Here I am, and I’m so excited to be here. It feels like forever since we’ve talked. When I opened the page this morning, I got the same feeling I get when I walk into a coffee shop to meet a friend I haven’t seen for too long.
Where shall we start? How about here:
Please meet my nephew, Robert Doyle Lynch. He is named for his gentle, forever smiling, baseball and family loving grandfather, Bob Lynch, who died two weeks ago and is now Bobby’s Official Guardian Angel. He gives and takes away, sometimes at the very same time. It has been a brutiful month.
Monkees- how do I describe watching my Sister turn into a mama and my brother turn into a daddy? The answer is I can’t, yet. I’m storing it all up inside and letting it do what it does. I imagine it will all crystallize into a million stories soon.
I can tell you now that Sister is different. She is a different Sister than she was forty eight hours ago. And right now, our relationship is different. We can’t talk much. We pass Bobby back and forth and we stare at him and utter short, shallow sentences to each other which is the opposite of how we have communicated for thirty three years. For the first twenty four hours after Bobby was born, we couldn’t even make eye contact. It was like when Moses asked God if he could see His face and God said no- because God’s face is so bright and so full of STRAIGHT LOVE that a mere human being wouldn’t survive a full on stare. So God tells Moses He can only allow him to see where He’s just been. It’s like that right now. Bobby is where God’s just been. It’s fresh, sacred ground, and I’ve still got my shoes off.
One evening there was no Bobby and the next morning there was Bobby. And I can’t stop thinking about him so comfortable in the dark, cramped space of Sister’s womb, knowing that small spot was the whole wide world. And then – discomfort, pain, chaos, and bright, blinding light – then the strong arms of a Mother and a Father that Bobby could SEE and a whole new previously unimaginable world that is all Bobby’s. Full of love and light.
Let’s just say Bobby’s arrival has pushed back, a teeny bit further, my skepticism about heaven.
But we know that Bobby is not all we have to discuss today.
The shootings are in our hearts and heads. We’ve imagined ourselves in that theatre again and again. Yesterday evening at Tish’s VBS concert, I found myself imagining how I’d react, how I’d get to all three kids if someone started shooting in the sanctuary. I couldn’t help but notice the irony of listening to the children smiling and singing about how God is in control and about how He will always protect us. I wondered if the other adults were thinking what I was thinking which was . . . weeeellllllllll???
Lots of you have emailed to ask how I’m handling this with Chase and the girls and the truth is I haven’t had to handle it. We’ve kept the news off. Chase says “the news is for people who are nosy.” I mean, it’s kind of true. I know enough. I don’t want to know the shooter’s name and I don’t want to hear from his third grade teacher and his long lost aunt and all the organizations who will pounce on this tragedy to further their political agendas – warranted or not. The older I get, the more convinced I am that our problems will not be solved by politicians or PACS or the media or the Big Bosses. They will only be solved in our own hearts and families. Bottom to top. And so I don’t want to bear witness to the media circus. This is no time for a circus. It’s time for the opposite. It’s time for a reverent hush to fall over our country. It’s time for self-reflection and prayer and extra-ordinary kindness.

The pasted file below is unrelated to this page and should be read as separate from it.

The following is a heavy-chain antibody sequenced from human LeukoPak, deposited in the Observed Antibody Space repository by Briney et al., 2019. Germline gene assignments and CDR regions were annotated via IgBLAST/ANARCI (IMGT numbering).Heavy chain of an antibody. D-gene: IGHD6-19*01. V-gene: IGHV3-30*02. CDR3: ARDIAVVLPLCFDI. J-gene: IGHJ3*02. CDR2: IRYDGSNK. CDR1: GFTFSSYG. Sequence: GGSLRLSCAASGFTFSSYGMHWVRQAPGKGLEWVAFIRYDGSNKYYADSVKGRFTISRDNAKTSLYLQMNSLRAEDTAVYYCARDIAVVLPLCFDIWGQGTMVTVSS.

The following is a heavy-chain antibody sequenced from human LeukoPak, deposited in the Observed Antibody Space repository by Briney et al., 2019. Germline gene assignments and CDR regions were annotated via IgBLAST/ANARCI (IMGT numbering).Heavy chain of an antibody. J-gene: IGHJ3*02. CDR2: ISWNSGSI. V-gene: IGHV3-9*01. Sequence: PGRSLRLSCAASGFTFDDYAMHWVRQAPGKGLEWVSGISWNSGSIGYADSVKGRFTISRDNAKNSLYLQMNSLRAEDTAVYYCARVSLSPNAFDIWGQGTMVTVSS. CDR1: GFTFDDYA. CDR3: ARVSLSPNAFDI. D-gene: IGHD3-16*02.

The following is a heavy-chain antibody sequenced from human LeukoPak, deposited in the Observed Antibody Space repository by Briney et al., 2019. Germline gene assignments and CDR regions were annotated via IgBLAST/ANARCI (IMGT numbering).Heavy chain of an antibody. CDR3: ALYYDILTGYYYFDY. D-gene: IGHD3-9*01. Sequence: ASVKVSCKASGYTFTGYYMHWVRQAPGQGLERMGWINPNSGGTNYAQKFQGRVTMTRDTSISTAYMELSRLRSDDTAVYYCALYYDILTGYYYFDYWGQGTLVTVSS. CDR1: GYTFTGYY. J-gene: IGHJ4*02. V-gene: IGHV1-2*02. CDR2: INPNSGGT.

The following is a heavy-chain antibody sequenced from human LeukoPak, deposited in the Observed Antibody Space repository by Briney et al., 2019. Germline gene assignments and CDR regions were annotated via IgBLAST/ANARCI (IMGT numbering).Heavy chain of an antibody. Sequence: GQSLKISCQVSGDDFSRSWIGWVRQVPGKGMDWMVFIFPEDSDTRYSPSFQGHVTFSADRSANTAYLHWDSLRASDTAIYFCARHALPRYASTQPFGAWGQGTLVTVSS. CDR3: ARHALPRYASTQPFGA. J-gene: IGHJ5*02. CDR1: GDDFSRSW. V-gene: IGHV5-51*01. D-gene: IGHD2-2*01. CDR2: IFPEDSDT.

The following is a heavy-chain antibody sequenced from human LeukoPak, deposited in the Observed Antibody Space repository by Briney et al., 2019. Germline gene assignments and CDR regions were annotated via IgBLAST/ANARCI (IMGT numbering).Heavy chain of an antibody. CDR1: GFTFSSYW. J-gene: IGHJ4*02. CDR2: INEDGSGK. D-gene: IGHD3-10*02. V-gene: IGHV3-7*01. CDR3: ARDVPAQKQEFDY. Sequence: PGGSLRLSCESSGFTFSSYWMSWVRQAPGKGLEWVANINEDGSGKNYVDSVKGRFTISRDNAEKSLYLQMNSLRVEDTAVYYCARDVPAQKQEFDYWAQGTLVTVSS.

I guess this is how I reacted: Yesterday, I was in a rush and I had to stop for gas, which I HATE for some reason. Again, I can do hard things, but not easy things, like gas getting. I spent five minutes at the pump punching buttons and finally realized it didn’t work. I went into the gas station and asked what on the heck was going on. The attendant said, “Oh, that pump doesn’t work. Use a different one.” And I got pissed. Because this woman had wasted five minutes of my precious time. So I rolled my eyes and said something like: well why don’t you have a sign on the pump?? And I said it in a very sweet, patronizing, rude way. And then I drove away.
Halfway to our destination I turned the car around, and I went back to the station. I walked in and waited in line, and when I got to the front I looked the same lady in the eye and I said, “I’m sorry. I’m sorry for being such a jerk and making your day harder.”
I didn’t add anything else. Because an apology with an explanation attached is not an apology at all. Then I left.
That was my response to the Colorado shootings. I have no explanation. There is no way to make sense of it. So first, I want to do no harm.
I want to be kind to the people who cross my path, because just like that shooter changed the world- so can I.
When the world feels loud, we must be quiet. When the world feels violent, we must be peaceful. When the world seems evil, we must be good.
G and Bobby
Author of the New York Times Bestselling Memoir CARRY ON, WARRIOR
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